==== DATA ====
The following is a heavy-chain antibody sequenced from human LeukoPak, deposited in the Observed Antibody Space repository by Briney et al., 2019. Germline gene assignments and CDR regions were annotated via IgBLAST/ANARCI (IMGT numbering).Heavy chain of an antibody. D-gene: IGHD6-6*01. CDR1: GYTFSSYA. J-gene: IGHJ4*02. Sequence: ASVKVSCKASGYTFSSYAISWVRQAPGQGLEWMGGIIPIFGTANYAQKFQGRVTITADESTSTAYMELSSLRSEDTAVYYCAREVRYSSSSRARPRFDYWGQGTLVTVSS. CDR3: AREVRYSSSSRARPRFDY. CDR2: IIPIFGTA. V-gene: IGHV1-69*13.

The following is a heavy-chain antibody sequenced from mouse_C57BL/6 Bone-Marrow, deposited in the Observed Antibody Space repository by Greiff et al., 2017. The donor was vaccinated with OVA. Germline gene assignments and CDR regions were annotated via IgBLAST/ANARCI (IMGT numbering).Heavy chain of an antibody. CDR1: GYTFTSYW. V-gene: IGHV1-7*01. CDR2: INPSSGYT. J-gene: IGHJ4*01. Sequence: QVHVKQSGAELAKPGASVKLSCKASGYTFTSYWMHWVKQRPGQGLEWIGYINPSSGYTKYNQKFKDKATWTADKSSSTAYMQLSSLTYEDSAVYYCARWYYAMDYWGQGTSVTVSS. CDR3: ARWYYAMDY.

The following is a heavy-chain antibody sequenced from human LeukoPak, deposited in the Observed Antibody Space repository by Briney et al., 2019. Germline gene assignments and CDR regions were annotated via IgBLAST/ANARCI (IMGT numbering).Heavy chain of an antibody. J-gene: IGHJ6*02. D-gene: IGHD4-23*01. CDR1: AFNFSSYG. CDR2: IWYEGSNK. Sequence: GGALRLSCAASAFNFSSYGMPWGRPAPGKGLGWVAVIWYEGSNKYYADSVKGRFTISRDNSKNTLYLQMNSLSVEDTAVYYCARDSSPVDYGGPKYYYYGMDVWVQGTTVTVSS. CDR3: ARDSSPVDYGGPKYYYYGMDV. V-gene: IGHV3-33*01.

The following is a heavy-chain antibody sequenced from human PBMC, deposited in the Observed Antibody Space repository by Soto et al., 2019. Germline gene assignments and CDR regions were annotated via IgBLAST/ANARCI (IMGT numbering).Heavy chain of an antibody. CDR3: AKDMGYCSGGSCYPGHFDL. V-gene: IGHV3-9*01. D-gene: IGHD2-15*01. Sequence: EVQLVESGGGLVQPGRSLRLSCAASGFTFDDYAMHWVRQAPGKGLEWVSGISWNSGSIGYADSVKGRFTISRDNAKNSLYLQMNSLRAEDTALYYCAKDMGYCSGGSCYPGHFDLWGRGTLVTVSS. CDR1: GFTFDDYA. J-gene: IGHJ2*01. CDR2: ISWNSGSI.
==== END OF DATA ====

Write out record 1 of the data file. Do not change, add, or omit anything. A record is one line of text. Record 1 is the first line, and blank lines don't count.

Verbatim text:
The following is a heavy-chain antibody sequenced from human LeukoPak, deposited in the Observed Antibody Space repository by Briney et al., 2019. Germline gene assignments and CDR regions were annotated via IgBLAST/ANARCI (IMGT numbering).Heavy chain of an antibody. D-gene: IGHD6-6*01. CDR1: GYTFSSYA. J-gene: IGHJ4*02. Sequence: ASVKVSCKASGYTFSSYAISWVRQAPGQGLEWMGGIIPIFGTANYAQKFQGRVTITADESTSTAYMELSSLRSEDTAVYYCAREVRYSSSSRARPRFDYWGQGTLVTVSS. CDR3: AREVRYSSSSRARPRFDY. CDR2: IIPIFGTA. V-gene: IGHV1-69*13.